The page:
Black-necked Stilts on Ballona Creek

Black-necked Stilt Ballona Creek

Black-necked Stilt, Ballona Creek, July 2020

Black-necked Stilts on Ballona Creek

Today, I went for a bike ride along Ballona Creek. There is a bike path along the concrete creek. It runs from the beach at Playa del Rey about 6 miles inland to a park in Culver City. We live halfway between the beach and the end of the path. Instead of heading from my house toward the beach, which is my usual path, I went inland. There’s rarely a lot of bird ac

tion on this section of the creek. It is almost entirely devoid of dirt, mud, or vegetation, so there isn’t much to attract the birds other than a drink. One section has had Solitary Sandpipers during fall migration, and there are often a handful of Greater Yellowlegs and Killdeer around. Besides the Northern Rough-winged Swallows, the predominate bird on this section of the creek is Black-necked Stilt. 

Black-necked Stilt Ballona Creek

Black-necked Stilts breed on the creek. On my ride today, I saw at least 16 juvenile birds, ranging in age from a week or so to approximately 8-10 weeks. It was pretty fun to be able to see the development of Black-necked Stilts in one short bike ride. As you can see from the picture at the top of the page, they are mostly legs at first, and a speckled white color. But as they grow, the black feathers come in. Before they get jet black feathers, though, their backs and wing feather have a rusty fringe.

Black-necked Stilt Ballona Creek

As development proceeds, they retain a white arc above the eye. The legs just keep growing, and slowly evolve into the pink stilts of adult birds.

Adult Black-necked Stilt

Adult Black-necked Stilts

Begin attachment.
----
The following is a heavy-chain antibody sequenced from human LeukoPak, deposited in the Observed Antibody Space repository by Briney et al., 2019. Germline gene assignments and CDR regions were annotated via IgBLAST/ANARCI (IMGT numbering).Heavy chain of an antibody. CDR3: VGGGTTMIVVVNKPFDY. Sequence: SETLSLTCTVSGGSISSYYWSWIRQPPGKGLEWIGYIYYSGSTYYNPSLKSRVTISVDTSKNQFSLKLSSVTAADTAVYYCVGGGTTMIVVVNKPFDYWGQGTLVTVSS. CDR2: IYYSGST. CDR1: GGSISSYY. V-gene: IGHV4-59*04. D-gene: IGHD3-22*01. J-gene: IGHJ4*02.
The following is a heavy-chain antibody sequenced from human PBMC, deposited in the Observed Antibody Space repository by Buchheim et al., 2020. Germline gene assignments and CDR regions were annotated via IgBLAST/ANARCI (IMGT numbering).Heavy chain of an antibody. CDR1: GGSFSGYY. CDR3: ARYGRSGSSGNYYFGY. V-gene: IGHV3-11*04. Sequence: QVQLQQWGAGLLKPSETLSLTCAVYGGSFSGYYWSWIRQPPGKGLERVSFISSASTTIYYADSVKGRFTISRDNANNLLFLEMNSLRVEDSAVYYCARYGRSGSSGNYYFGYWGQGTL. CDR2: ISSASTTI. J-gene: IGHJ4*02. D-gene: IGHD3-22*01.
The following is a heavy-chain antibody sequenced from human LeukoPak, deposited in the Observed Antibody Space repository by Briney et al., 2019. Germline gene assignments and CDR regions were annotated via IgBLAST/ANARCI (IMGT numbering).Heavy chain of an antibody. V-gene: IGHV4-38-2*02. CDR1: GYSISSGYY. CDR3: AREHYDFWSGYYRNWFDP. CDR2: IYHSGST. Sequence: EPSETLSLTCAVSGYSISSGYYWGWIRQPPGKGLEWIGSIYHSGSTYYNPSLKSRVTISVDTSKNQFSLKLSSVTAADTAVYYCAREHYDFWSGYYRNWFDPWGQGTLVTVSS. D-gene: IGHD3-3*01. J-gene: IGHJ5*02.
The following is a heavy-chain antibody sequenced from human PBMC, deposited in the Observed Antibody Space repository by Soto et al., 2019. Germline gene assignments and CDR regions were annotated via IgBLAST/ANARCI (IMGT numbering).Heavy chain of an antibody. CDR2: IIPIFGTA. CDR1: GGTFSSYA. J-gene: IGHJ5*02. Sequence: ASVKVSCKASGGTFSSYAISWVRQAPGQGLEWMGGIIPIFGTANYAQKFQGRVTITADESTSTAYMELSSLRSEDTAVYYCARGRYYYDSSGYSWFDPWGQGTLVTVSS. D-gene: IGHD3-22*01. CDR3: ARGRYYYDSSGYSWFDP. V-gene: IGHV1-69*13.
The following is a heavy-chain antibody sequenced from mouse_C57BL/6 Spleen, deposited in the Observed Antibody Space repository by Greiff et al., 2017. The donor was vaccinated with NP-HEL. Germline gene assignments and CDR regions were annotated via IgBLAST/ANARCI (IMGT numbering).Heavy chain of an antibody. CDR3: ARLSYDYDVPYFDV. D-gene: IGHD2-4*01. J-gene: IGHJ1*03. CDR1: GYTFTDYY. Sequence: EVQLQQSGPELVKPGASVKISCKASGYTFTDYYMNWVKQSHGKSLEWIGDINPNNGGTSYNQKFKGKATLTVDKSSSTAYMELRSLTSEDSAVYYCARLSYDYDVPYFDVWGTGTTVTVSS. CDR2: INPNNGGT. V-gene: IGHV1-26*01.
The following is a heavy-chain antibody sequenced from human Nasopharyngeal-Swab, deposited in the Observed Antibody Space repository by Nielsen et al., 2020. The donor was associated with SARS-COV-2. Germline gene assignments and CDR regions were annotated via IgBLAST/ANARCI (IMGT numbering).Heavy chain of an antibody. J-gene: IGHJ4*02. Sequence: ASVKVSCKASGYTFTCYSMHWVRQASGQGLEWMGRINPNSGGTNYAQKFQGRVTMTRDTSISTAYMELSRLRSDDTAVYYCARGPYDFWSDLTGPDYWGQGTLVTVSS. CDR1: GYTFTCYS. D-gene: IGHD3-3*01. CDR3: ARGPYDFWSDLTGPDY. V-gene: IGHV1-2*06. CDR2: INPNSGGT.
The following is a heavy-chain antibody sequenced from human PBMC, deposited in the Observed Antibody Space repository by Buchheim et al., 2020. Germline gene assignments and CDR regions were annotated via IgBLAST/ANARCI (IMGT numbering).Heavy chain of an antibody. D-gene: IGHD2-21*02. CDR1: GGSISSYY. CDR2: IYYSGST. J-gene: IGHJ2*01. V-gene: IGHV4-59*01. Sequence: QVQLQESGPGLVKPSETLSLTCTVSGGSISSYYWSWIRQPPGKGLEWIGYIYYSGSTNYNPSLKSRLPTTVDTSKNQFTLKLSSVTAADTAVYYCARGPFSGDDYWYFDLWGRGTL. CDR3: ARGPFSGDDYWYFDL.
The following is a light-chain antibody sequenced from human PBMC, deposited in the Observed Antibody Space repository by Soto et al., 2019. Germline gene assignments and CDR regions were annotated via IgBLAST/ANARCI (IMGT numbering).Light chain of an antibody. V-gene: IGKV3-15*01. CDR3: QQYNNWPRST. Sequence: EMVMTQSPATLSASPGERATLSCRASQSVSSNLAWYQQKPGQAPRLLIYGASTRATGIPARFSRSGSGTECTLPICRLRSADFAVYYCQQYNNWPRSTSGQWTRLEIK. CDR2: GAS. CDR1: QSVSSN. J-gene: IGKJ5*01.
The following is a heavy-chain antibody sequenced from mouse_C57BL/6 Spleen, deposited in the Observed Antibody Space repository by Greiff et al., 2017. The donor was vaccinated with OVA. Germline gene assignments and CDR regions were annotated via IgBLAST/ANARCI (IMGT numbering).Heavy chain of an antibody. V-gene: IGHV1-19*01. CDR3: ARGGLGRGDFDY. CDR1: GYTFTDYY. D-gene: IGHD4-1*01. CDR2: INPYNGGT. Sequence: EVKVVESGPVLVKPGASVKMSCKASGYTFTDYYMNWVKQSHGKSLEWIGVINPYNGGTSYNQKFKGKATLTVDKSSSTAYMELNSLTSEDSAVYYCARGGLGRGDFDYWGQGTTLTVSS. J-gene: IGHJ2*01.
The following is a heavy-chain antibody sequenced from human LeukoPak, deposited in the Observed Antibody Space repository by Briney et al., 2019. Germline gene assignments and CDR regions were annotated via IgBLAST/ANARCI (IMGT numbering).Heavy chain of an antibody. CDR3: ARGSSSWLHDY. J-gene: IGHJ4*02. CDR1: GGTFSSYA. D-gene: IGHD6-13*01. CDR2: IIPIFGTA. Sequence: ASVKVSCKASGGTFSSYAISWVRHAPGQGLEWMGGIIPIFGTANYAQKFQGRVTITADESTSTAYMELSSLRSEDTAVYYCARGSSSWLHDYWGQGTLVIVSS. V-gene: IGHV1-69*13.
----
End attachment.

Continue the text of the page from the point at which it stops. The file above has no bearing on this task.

Ballona Creek Culver City

The Ballona Creek in all its concrete glory

Links to Good Stuff

Atlantic Puffin Maine

Atlantic Puffin, Bar Harbor Pelagic, Maine, July 2017

Birding, Race, and Inclusion

  • The New Yorker talks to Corina Newsome, one of the organizers of #BlackBirdersWeek. “I’m always on guard. I try to prominently display my gear. Even if I don’t see a bird, if I see white folks approaching me, I immediately look through my binoculars. I need them to know what I’m doing. There’s no way I’m going in a remote area, or the woods, without a white person as cover.” 
  • Recordings of two conversations among Black birders are available here and here
  • An ABA podcast looks back on Black Birders Week, and more importantly, looks ahead.
  • PBS Nova and Christian Cooper talk birding and inclusion.

Blogs and other highlights

  • A rare Terek Sandpiper in Rhode Island, chased by boat: “Having the boat as our mode of transport was looking rather fortuitous. We decided to give it a shot.”
  • The White-throated Sparrow is changing its song, and Canada is not happy about it.
  • IUsedtoHateBirds keeps it real: “Black lives matter and wear a fucking mask.”
  • NPR’s Short Wave does a Birding 101 podcast.
  • Seagull Steve distracts us with always welcome Costa Rica trip reports
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